OPINION BY Judge BROBSON.
Presently before the Court is an appeal from a decision of the Unemployment Compensation Board of Review (Board), which ruled that Claimant Rex G. Bennett (Claimant) failed to take a timely appeal from the Altoona UC Service Center's (UC Center) Notice of Redetermination, Notice of Determination of Overpayment of Benefits, and Notice of Penalty Weeks Determination (collectively, "NOD").
(Emphasis in original.) On August 3, 2010, the Board issued a notice of hearing on Claimant's appeal from the NOD. (C.R. No. 5.) In that notice, the Board informed Claimant that the only issue to be addressed during the hearing was the timeliness of Claimant's appeal from the NOD: "NOTE: Testimony will be taken regarding the TIMELINESS of this appeal ONLY. If this appeal is found to be timely, another hearing will be scheduled to address the merits of the case."
The Referee held the scheduled hearing on August 16, 2010. Neither the Department of Labor & Industry (Department) nor Claimant's employer appeared for the hearing. Claimant, pro se, appeared and testified on his own behalf. Before Claimant testified, the Referee identified and admitted into the record ten (10) exhibits from the Board's record. The Referee also admitted as Referee Hearing Exhibit # 1 the hearing notice. (C.R. No. 6 (Notes of Testimony) at 2-3.) The Referee then directed Claimant to the NOD, with a mailing date of June 10, 2010, and an appeal deadline of June 25, 2010. She asked Claimant whether he recalled when he received the NOD. Claimant testified that he received the NOD on or about June 14 or 15, 2010. (Id. at 3.)
The Referee asked Claimant what he did upon receipt of the NOD. Claimant testified that on June 24, 2010, he appealed by e-mail. At this point, the Referee admitted into the record Exhibit C1, which the Referee identified as follows:
(Id. at 4.) Claimant testified that the e-mail marked as Exhibit C1 was to serve as his appeal from the NOD. (Id.)
Claimant testified that when, after three weeks passed, he had not received anything from the Board regarding his appeal, he sent another e-mail, including in the text of the new e-mail the text from the earlier June 24, 2010 e-mail. The new e-mail included an additional notation to the effect that Claimant had not yet received a hearing notice on his appeal and sought additional information regarding the status of his appeal. (Id.) At this point, the Referee admitted into the record Exhibit C2, which the Referee identified as follows:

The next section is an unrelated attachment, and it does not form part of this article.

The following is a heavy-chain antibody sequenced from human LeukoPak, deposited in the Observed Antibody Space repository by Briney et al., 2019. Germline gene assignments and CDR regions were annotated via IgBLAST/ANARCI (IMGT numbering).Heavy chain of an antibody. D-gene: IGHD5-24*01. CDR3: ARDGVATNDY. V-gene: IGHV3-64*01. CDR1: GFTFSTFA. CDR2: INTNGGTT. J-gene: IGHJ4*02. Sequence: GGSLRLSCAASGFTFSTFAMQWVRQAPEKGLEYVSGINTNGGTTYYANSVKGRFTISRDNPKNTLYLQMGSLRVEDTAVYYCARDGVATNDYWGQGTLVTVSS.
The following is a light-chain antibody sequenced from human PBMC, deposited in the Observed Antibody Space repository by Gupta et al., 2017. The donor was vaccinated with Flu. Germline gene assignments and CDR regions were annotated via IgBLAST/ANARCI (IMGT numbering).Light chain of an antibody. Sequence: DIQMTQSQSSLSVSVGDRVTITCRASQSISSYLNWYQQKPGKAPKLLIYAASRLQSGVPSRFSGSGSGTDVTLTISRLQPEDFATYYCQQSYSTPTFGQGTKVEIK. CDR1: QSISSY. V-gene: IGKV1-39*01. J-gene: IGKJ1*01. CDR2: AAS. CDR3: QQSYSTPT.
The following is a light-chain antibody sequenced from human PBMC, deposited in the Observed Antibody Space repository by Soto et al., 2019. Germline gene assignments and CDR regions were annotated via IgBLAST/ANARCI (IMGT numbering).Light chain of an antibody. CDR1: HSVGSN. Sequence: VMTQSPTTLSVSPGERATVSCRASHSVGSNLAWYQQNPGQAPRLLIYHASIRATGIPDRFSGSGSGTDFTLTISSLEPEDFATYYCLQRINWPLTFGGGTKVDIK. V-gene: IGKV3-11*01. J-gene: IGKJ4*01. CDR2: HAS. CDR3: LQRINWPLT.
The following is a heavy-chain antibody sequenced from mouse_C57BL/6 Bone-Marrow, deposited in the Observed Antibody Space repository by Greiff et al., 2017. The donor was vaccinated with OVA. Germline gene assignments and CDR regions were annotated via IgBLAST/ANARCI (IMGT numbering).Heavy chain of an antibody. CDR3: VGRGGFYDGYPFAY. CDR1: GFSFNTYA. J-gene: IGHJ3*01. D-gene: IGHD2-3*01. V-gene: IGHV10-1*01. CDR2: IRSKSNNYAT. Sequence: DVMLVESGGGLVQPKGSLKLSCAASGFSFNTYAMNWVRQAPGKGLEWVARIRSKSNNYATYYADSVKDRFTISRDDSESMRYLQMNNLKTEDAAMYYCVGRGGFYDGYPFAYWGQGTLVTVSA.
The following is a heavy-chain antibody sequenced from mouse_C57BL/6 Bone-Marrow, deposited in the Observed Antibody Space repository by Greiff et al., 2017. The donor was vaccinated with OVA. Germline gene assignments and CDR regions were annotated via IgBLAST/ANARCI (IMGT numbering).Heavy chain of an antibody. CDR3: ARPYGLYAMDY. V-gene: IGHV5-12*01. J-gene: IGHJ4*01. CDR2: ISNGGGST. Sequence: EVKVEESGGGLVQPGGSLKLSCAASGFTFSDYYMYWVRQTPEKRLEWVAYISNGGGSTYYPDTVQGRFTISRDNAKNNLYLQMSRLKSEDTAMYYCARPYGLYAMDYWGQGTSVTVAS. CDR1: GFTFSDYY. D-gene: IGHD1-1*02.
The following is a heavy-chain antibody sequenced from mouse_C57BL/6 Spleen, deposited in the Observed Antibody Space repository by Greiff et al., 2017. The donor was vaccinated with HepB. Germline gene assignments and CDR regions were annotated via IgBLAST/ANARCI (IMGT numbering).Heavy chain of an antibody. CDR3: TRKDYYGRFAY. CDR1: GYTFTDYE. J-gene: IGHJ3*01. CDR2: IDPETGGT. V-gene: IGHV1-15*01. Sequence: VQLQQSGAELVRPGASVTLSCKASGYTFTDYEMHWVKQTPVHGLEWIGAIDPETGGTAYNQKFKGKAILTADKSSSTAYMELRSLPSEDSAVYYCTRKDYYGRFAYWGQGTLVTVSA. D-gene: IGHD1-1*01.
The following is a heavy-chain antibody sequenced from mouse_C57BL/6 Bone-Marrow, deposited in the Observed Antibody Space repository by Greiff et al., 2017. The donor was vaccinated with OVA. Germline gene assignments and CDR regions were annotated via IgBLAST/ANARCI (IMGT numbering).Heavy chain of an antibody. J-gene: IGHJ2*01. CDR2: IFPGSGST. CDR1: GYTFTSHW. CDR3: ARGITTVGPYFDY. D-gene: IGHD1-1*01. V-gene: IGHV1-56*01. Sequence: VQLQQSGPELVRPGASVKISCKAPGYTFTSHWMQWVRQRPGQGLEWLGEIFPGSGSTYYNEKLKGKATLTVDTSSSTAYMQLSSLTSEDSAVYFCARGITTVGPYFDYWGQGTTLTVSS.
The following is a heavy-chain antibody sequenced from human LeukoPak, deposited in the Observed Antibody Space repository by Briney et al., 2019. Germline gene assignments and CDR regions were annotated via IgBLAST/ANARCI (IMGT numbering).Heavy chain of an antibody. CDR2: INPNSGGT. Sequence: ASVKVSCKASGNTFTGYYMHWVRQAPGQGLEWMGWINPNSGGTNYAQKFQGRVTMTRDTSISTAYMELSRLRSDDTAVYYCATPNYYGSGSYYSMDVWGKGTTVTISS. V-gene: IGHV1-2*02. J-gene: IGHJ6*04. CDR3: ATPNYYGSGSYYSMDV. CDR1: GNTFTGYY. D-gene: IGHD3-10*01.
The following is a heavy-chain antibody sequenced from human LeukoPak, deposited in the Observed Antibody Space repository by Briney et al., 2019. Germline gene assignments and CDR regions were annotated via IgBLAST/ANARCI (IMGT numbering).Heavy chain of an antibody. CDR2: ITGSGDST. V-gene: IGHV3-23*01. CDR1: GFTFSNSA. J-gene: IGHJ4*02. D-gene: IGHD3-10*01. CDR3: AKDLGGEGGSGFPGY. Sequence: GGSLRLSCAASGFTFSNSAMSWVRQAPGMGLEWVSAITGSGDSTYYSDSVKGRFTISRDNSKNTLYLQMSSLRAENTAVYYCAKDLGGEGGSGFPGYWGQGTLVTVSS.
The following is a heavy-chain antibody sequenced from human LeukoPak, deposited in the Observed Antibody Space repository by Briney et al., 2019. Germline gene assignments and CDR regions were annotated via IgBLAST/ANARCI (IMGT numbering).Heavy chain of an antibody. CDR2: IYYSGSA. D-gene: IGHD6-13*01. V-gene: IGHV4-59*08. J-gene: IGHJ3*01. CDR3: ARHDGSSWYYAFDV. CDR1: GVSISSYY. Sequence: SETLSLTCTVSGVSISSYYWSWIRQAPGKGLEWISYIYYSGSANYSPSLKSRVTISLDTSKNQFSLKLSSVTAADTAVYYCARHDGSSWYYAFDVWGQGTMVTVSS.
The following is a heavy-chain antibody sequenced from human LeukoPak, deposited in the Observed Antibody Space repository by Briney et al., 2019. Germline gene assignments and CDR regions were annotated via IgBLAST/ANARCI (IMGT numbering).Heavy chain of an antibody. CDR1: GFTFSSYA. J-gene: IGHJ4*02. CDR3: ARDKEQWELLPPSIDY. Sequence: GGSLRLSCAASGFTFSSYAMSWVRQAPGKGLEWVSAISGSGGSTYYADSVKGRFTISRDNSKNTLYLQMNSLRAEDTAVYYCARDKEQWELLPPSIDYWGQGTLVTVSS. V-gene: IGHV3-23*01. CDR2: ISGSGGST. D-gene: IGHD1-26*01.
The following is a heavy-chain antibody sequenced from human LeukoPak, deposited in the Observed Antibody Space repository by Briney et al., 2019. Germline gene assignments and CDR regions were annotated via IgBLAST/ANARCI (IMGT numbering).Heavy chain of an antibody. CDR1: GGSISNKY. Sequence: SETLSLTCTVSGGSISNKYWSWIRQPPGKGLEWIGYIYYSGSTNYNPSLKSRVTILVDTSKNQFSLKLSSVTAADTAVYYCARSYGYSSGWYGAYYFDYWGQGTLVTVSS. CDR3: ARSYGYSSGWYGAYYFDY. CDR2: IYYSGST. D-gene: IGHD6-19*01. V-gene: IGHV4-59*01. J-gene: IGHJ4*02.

(Id. at 4.) Claimant offered no further evidence and declined the Referee's invitation to make a closing statement. (Id.)
(C.R. No. 7 (emphasis added).) Based on these findings of fact, the Referee determined that Claimant's appeal was untimely under Section 501(e) of the Law,
The Board affirmed the Referee's determination, noting:
(C.R. No 9.)
On appeal to this Court,
As we recently noted in Wright v. Unemployment Compensation Board of Review, ___ A.3d ___, 2011 WL 6275956 (Pa.Cmwlth.2011) (en banc), the absence of an appeal document in the Board's record creates, at best, an inference that the Board did not receive the document and, therefore, that it was not filed.
We reversed the Board, concluding that the Board had capriciously disregarded the uncontradicted evidence at the hearing before the referee. That evidence included
Like Wright, we are here faced with a situation where the claimant takes the position that he transmitted a timely appeal by electronic means and followed-up with a second transmission when he did not hear from the Board regarding his first transmission. Like the claimant in Wright, here Claimant offered testimony that, if found credible and persuasive, would establish that he sent an appeal of the NOD to the Board by electronic means before the expiration of the appeal deadline. Claimant also notes in his brief that he sent both his first, timely transmission (June 24, 2010) (Exhibit C1), and his second, follow-up transmission (July 21, 2010) (Exhibit C2) to the same email address— LI-UC-Appeals@state.pa.us, yet the Board inexplicably has only the follow-up transmission in its record.